Best of PlayStation Network, Vol. 1
(PS3, $40, Teen)
Previously download-only gems including When Vikings Attack, Sound Shapes, Tokyo Jungle and Fat Princess debut together on one disc, making for an anthology that gives gamers of any taste plenty to do over the Independence Day weekend. The real-time strategy action of Fat Princess, in particular, is full of multiplayer thrills, and the post-apocalyptic animal kingdom survival of the fittest intrigue of Tokyo Jungle makes for a fascinating palate cleanser. The only problem with the collection is if you own any of the games, there’s not much value in spending $40 to snag all the others because each so inexpensive as an individual download.
(360, PS3, $50, Mature)
Marvel’s motormouthed mercenary always has to settle for background work in games and films but seizes the spotlight in this ridiculous action game. Self-aware and eager to comment on the fact he knows he’s in a video game, the costumed assassin keeps up a running commentary about his misadventures, sexual obsessions and rivalries with other comic book characters, especially Wolverine.
The problem is such an irresistible character is trapped in a mediocre game. Bland, linear levels trot out hordes of cookie-cutter enemies you dispatch with monotonous combos. You can upgrade your skills as you go, but rarely do you receive any game-changers. Deadpool’s antics remain lively and interesting, but the aimless affair drags him down.
(PS3, Vita, $10, Mature)
Last year’s excellent PC game, which mixes the Grand Theft Auto-style gangland theme with the punishing quick-hit puzzles of Super Meat Boy, finally makes it to the PS3 and Vita. One purchase nets the game on both systems, letting you romp into the wild world of crowbar and bullet-slinging death. A cloud saving feature lets you transfer saves back and forth from the PS3 and Vita, and you get copies of the game for both systems with one purchase.
Offed characters are sprawled out on the floor in pools of blood. It’s more comical than grotesque because of the intentionally antiquated graphics and sound design. Old-school touches permeate the game, from text prompts and dialogue geared to resemble poor translations from Japanese. Levels can be wince-inducingly frustrating, but re-starts are so quick and efficient you have no time to dwell on your failures.
(360, PS3, $8.49, Everyone)
A no-frills billiards game, Pool Nation combines solid physics with fast-moving gameplay, letting you cue up games of 8-ball or 9-ball as you work your way up through the tournament circuit. Many developers tend to screw around with simplistic games such as bowling, darts, pool or poker with unnecessary animations and repetitive dialogue, but this one keeps the focus on the event. Lining up shots with aim assists may make things a bit too easy, but it’s still satisfying to run a virtual table.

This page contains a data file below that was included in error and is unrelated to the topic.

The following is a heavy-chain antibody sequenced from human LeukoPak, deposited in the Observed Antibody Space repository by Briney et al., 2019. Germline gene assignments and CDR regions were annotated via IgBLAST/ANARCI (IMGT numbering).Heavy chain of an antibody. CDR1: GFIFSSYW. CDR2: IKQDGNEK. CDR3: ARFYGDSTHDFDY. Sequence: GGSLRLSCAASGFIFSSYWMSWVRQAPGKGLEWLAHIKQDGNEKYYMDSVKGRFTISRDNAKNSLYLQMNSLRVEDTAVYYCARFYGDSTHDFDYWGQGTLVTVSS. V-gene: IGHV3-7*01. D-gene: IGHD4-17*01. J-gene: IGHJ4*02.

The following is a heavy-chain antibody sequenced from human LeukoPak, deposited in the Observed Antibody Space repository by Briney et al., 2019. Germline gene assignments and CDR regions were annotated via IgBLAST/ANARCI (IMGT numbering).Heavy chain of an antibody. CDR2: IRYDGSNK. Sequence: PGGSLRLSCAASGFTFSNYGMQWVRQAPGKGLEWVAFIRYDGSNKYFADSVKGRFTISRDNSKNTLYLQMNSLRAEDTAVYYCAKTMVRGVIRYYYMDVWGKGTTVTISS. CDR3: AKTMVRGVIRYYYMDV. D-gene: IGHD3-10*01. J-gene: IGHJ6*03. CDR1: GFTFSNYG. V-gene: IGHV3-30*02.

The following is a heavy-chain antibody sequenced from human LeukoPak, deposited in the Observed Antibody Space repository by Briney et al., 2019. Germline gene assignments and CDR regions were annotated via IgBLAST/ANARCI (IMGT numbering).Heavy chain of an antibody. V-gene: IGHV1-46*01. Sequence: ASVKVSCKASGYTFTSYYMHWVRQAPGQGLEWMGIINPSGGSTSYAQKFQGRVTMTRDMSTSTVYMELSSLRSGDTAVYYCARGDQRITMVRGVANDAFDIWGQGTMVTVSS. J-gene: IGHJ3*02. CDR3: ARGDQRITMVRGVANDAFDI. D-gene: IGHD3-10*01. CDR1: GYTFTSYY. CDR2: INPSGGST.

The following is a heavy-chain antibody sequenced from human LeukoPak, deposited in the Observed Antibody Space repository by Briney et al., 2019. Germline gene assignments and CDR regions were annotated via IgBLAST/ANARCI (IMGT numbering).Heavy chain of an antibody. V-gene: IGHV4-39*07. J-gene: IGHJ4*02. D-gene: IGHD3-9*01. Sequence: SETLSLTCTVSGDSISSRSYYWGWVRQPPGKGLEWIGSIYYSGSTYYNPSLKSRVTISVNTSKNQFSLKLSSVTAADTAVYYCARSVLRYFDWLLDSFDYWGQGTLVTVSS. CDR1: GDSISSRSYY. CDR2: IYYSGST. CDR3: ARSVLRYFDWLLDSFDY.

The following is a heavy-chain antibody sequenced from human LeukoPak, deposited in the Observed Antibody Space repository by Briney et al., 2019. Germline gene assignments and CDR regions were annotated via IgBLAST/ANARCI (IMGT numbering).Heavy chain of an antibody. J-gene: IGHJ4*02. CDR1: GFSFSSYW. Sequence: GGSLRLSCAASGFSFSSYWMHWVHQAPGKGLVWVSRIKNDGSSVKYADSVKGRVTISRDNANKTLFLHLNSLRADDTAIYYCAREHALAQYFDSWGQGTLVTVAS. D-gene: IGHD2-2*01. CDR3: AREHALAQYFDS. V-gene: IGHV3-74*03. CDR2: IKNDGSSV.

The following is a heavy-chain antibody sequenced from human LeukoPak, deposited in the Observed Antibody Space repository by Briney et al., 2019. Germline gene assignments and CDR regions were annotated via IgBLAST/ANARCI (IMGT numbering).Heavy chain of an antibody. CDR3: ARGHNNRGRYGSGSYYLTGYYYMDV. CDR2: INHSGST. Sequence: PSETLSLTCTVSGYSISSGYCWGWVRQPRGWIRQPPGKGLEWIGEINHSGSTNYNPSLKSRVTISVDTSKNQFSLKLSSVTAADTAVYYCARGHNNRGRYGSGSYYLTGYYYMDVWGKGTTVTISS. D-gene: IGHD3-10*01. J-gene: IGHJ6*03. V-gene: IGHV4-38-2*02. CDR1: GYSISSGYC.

Best of Warner Bros. 20-Film Collection: Comedy
While the asking price for the set is steep, the sheer amount of amazing movies you get here makes it worthwhile. A Night at the Opera, Stage Door, Bringing Up Baby, Arsenic and Old Lace, The Long, Long Trailer, The Great Race, Blazing Saddles, The In-Laws, Caddyshack, National Lampoon’s Vacation, Risky Business, The Goonies, Spies Like Us, Beetlejuice, Grumpy Old Men, Ace Ventura Pet Detective, Analyze This, Wedding Crashers and The Hangover are all bundled into one box, working as a history of the human funny bone and an instant movie collection. It’s disappointing there’s not a Blu-ray option for the set.
The Kentucky Fried Movie
The scattershot 1977 spoof paved the way for the quick-hit sketch comedies such as the Scary Movie series. Playing like a filmed version of the Saturday Night Live sensibilities of the era, the skits poke fun at movies, TV and commercials of the time. Much of the humor has outlived its expiration date, and much of its silliness and stupidity is as funny as ever. Filmmaker commentary and interviews make up the extras.
Mel Brooks’ The Producers: Collector’s Edition
The 1968 comedy, which Brooks would end up adapting to a Broadway musical and then re-adapting that musical to a film, is more confusing than funny at its advanced age. But despite the too-wacky-for-their-own-good jokes and slow pacing, there’s no denying the genius of Gene Wilder and Zero Mostel. The duo plays unscrupulous stage musical producers who decide to scam the system by making an intentionally awful play and pocketing investors’ cash. Brooks’ musical ended up refining the concept for better timing and more laughs, but the original still keeps some charm. A making-of documentary, deleted scenes and Brooks interviews fill out the extras.
Portlandia: Season 3
After a so-so second season, the offbeat comedic team Carrie Brownstein and Fred Armisen recapture the blissful momentum they created in the first go-round. Joined by guest stars such as Chloe Sevigny, Roseanne Barr and Juliette Lewis, Brownstein and Armisen make fun of hippies, political correctness, pretense and the Pacific Northwest’s lack of sun and sanity. Deleted scenes highlight the extras.
Screeners were provided by the publishers for review.